Laine Welch

FISH FACTOR: ASMI launches new marketing for old crabs

“It’s what’s on the inside that counts” is the message Alaska crab marketers are pushing to their customers, encouraging them to put appearances aside.

“We’re telling them to ‘Get Ugly,’” said Tyson Fick, executive director of the trade group, Alaska Bering Sea Crabbers, speaking of the new campaign launched last week in partnership with the Alaska Seafood Marketing Institute at the big Seafood Expo in Boston.

The promotion showcases Alaska crabs with darker, discolored or scarred shells or adorned with barnacles, that may be less appealing to shoppers.

FISH FACTOR: Discarded nets find new use; still waiting on halibut quotas

More big bundles of old fishing nets will soon be on their way from Dutch Harbor to Denmark to be remade into high-end plastics. It will be the second batch of nets to leave Dutch for a higher cause and more Alaska fishing towns can get on board.

Last summer a community collaborative put nearly 240,000 pounds, or about 40 nets, into shipping vans that were bound for a Danish “clean tech” company called Plastix. The company refines and pelletizes all types of plastics and resells them to makers of water bottles, cell phone cases and other items.

FISH FACTOR: State’s seiner fleet still slow to adopt winch safety gear

The most common piece of gear on a seine vessel is also one of the deadliest: the rotating capstan winch used for winding ropes. Anyone who has ever worked aboard a seiner has horror stories of close calls, or worse.

FISH FACTOR: ASMI gives world buyers a taste of life in Dutch Harbor

The nation’s top fishing port welcomed seven European seafood buyers in late January — all women — and showed off its massive seafood industry during peak operations at Dutch Harbor.

The women, whose companies import more than $60 million in U.S. seafood, hailed from France, Germany, Lithuania, Portugal, Spain, and the U.K., said Hannah Lindoff, international program coordinator for the trip host Alaska Seafood Marketing Institute.

“They are interested in Alaska pollock, cod, surimi, octopus, salmon, roe, black cod and king crab,” she explained.

FISH FACTOR: Millennialls a major potential market for Alaska seafood

Millennials are now the nation’s “peak spenders” and they are gravitating towards healthier eating which favors more seafood.

“We see year over year that there is this cohort aged 35 to 54 that is going to be spending far more across categories, including food expenditures, than any others,” said Will Notini, consumer insights manager at Chicago-based Technomic, a leading market tracker for over 50 years.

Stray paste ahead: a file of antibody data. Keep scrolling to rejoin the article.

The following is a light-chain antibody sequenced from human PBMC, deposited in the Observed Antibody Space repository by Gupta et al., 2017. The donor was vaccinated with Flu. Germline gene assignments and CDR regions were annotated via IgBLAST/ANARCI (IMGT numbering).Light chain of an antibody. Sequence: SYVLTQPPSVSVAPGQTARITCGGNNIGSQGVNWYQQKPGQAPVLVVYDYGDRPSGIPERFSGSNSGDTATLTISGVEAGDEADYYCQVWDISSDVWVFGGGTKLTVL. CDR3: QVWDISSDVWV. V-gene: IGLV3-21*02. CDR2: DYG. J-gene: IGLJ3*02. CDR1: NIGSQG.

FISH FACTOR: US-Canadian impasse a first for halibut allocations

As expected, catches of Pacific halibut will decrease for this year, and likely into the foreseeable future.

Following an increase in catches last year for the first time in several decades, the International Pacific Halibut Commission on Jan. 26 set a “suggested” coastwide catch for 2018 at 28.03 million pounds, a 10.7 percent reduction.

Alaska’s share could be 20.52 million pounds, a drop of 2.1 million pounds from 2017.

FISH FACTOR: Divers keep pushing for changes to Southeast sea otter plans

Sea otters and their devastating impacts on Southeast Alaska shellfish were among the many emotionally-charged topics at the state Board of Fisheries marathon meeting running from Jan. 11-23 in Sitka.

The board was set to address 153 proposals for state subsistence, commercial, sport, guided sport, and personal use fisheries for the Southeast and Yakutat regions.

FISH FACTOR: Seafood trimmings have huge uncaptured value

State seafood marketers are rebranding fish parts as “specialty” products and mapping a path for millions more dollars in sales.

Alaska’s fisheries produce more than 5 billion pounds of seafood each year. When all the fish is headed and gutted or filleted and all the crab legs are clustered, it leaves about 3 billion pounds of trimmings. Some is turned into meal and oil, but for the most part, the “gurry” is ground up and discharged into local waterways.

FISH FACTOR: Annual picks and pans

For 27 years this weekly column has featured news for and about Alaska’s commercial fishing industry. It began in 1991 in the Anchorage Daily News and now appears in more than 20 news outlets across Alaska, nationally and in the UK.

Today, Alaska fishermen and processors provide 65 percent of our nation’s wild-caught seafood, and 95 percent of the wild salmon. The industry puts more people to work than oil and gas, mining, timber and tourism combined.

FISH FACTOR: Grant funds deckhand apprenticeship program

The clamor of “take me fishing” is taking on new meaning in Alaska.

Prospects for a deckhand apprenticeship program just got a big lift from a $142,000 national grant awarded to the Sitka-based Alaska Longline Fishermen’s Association, or ALFA, and the group plans to get more boots on deck statewide.

Deckhand apprenticeships are recommended as one way to attract younger entrants into an industry where the average fisherman’s age in Alaska is over 50.

FISH FACTOR: Kodiak, Gulf communities brace for cod disaster